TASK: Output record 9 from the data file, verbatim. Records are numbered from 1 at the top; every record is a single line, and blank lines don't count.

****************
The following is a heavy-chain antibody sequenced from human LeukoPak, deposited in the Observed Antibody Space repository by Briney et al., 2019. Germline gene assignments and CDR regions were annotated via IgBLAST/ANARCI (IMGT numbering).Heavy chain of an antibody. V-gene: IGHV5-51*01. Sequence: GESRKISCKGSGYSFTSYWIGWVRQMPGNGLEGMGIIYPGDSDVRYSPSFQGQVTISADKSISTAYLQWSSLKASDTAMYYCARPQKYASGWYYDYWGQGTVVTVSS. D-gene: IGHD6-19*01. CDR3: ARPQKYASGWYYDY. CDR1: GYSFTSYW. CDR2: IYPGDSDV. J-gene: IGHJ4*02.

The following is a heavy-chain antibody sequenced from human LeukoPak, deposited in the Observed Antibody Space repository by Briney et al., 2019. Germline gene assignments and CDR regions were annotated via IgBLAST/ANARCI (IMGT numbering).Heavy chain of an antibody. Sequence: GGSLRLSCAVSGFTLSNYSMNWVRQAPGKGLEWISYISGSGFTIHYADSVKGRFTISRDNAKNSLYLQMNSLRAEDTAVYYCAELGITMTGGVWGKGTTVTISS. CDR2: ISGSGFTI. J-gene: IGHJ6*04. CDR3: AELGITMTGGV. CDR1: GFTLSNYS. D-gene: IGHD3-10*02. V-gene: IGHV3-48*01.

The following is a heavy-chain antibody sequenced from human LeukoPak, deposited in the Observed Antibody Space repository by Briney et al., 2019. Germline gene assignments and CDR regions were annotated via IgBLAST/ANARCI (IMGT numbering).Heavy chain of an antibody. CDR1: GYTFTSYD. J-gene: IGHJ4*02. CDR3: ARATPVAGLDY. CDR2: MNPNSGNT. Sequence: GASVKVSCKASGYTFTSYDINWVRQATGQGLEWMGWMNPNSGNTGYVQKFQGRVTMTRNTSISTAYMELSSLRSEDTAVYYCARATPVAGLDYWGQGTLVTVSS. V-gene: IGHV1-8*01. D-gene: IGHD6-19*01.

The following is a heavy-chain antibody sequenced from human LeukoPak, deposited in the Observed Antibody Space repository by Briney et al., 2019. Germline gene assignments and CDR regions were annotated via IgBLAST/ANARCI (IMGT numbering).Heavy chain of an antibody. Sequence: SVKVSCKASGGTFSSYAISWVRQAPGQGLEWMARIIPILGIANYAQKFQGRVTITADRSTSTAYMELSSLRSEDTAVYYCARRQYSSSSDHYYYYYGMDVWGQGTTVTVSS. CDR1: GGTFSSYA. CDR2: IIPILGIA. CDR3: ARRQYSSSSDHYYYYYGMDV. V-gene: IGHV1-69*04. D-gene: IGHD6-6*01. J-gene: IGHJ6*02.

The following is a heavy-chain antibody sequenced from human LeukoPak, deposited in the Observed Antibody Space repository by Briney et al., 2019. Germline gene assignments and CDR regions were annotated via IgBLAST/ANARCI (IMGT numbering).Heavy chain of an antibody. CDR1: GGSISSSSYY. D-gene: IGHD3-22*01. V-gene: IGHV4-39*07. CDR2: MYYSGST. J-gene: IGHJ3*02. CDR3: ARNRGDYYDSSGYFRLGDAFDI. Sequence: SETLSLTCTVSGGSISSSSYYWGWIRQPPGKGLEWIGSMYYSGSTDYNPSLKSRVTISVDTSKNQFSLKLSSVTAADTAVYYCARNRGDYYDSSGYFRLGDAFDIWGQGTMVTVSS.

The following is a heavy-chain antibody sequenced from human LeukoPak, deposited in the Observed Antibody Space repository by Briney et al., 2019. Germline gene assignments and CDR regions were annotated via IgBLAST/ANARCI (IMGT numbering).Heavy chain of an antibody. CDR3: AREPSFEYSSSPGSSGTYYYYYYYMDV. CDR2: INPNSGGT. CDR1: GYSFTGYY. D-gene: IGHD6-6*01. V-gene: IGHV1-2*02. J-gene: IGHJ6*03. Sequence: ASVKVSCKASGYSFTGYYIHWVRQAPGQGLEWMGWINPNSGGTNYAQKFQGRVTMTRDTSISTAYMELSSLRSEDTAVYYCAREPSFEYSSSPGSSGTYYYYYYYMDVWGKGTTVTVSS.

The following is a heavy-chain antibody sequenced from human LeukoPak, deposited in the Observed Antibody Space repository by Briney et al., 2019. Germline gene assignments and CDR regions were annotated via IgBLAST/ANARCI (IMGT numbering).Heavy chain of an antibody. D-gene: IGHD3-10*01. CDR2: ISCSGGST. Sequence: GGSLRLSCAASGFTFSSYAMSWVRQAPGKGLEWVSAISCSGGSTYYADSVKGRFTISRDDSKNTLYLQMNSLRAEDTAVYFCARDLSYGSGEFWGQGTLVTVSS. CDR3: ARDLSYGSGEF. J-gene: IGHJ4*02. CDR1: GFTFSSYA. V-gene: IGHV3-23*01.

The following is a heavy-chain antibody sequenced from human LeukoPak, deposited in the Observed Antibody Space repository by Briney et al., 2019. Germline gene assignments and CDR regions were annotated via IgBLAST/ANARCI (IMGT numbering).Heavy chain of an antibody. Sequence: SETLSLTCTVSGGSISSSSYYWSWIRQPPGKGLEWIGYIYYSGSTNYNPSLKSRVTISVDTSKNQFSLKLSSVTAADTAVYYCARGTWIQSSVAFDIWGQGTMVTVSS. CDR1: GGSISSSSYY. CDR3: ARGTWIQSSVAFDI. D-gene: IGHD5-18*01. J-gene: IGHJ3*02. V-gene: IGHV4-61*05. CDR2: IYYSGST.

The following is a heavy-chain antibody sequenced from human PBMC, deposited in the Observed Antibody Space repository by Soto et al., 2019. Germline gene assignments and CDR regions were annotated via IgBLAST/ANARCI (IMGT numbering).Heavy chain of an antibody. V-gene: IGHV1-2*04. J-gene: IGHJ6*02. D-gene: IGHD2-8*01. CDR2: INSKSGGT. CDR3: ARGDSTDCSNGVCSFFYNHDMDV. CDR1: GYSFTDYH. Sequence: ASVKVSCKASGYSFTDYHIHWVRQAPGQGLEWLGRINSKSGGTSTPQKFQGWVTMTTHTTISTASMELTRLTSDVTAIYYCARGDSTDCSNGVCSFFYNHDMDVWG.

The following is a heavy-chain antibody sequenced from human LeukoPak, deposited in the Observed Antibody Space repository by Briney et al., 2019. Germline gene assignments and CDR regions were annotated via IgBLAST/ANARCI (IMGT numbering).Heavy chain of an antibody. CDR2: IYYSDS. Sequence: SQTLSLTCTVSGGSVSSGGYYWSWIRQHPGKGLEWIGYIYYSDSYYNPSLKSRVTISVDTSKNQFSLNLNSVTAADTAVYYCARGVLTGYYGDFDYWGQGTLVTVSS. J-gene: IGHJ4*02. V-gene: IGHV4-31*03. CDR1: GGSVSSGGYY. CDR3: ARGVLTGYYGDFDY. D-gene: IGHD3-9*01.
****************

The following is a heavy-chain antibody sequenced from human PBMC, deposited in the Observed Antibody Space repository by Soto et al., 2019. Germline gene assignments and CDR regions were annotated via IgBLAST/ANARCI (IMGT numbering).Heavy chain of an antibody. V-gene: IGHV1-2*04. J-gene: IGHJ6*02. D-gene: IGHD2-8*01. CDR2: INSKSGGT. CDR3: ARGDSTDCSNGVCSFFYNHDMDV. CDR1: GYSFTDYH. Sequence: ASVKVSCKASGYSFTDYHIHWVRQAPGQGLEWLGRINSKSGGTSTPQKFQGWVTMTTHTTISTASMELTRLTSDVTAIYYCARGDSTDCSNGVCSFFYNHDMDVWG.